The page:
Family Law Questions

By Matthew MacKenzie

Family law issues vary and involve everything from adoption to divorce. Most common family law questions relate to issues leading up to and following divorce, including child support, legal separation and dissolution proceedings. Even adoption and paternity issues need to be resolved in court.

How Do I File For Divorce?

Filing for divorce requires that the petitioner, the person seeking the divorce, file a Petition for Dissolution with the local county clerk's office and serve a copy of the petition to the respondent, the other party. Once the respondent answers and provides all information requested, he may also file discovery documentation requesting information from the petitioner. Typically, the court will order a mediation in which such issues as property settlement, child custody and financial support can be resolved. If this action is unsuccessful, the matter may proceed to trial. The judge will then determine the outcome and will enter a Final Decree for Dissolution.

What Are the Legal Issues Regarding Adoption?

All adoption proceedings must go through the legal process and must be finalized in court by a judge. Adopting a child gives the adoptive person or couple the same rights as the biological parents. Thus, the judge in an adoption proceeding will typically review a number of factors. After the Petition for Adoption is filed with the court, home visits, background checks and counseling sessions are often ordered by the court to determine whether the new adoptive parents are fit to adopt the child. At the final adoptive hearing, the judge may interview the adoptive parents, will review all findings and research and will make a decision whether to grant the petition.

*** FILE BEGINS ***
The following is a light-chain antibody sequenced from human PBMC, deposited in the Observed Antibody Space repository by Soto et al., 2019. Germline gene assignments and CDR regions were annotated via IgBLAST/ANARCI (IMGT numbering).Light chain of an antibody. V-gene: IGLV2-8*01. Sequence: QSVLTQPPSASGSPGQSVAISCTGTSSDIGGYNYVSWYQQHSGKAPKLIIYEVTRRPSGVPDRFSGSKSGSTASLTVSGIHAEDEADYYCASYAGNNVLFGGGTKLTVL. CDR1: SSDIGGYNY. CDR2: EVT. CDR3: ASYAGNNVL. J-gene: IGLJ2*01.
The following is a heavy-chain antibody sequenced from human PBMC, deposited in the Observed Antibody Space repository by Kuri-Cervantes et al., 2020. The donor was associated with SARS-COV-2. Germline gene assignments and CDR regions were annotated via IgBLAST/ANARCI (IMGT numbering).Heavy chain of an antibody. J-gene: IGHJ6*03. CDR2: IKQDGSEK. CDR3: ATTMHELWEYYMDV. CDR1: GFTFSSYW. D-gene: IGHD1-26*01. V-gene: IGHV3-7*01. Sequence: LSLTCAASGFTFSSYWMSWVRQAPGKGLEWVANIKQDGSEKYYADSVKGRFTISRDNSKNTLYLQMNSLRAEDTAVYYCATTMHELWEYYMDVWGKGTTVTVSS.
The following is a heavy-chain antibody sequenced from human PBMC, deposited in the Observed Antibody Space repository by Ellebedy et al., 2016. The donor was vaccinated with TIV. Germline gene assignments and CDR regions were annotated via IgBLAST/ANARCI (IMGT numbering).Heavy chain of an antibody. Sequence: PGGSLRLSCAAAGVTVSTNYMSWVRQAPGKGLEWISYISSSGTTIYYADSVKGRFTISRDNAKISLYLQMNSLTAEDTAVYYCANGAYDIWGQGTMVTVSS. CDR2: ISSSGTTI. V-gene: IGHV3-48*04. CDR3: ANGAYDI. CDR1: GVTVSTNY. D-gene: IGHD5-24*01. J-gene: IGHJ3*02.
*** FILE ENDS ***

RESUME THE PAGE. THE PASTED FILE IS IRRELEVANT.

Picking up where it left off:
How are Child Support Amounts Changed?

Regardless of whether two parents have made oral agreements regarding child support amounts, the amount the noncustodial parent must pay is determined by the child support order. Modifying the child support order is the only legal way to change the financial obligations. There are many reasons why an order may be modified by the judge. The order is typically modified when either parent's income suddenly raises or drops substantially. Without the judge approving the modification, the noncustodial parent is legally bound to her previous financial obligations in the order.

What is Legal Separation?

A legal separation is a formal judgment issued by the court. Essentially, it states that both parties have worked out all issues regarding a dissolved marriage, such as child support obligations, property settlement and child custody issues, while still remaining legally married. Most times, when a couple is legally separated, they are living apart and acting as a divorced couple. This option is typically utilized when couples want to stay legally married for tax, religious and moral reasons.

What is a Paternity Suit?

A paternity suit is typically brought in court by a mother seeking to prove and name the biological father of her child. However, men can bring a a paternity suit in order to relieve physical or financial obligations of a child if he believes he is not the biological father. During the course of a paternity suit, the court will order DNA testing. Once DNA is taken, and evidence confirms the father, the petitioner's requests for child support or custody may be awarded by the judge.

About the Author

Matthew MacKenzie has been a writer for over eight years. He attended the University of Montana and majored in political science. Mackenzie received his Juris Doctor from St. Thomas University and is a licensed lawyer. His work has been published on various websites.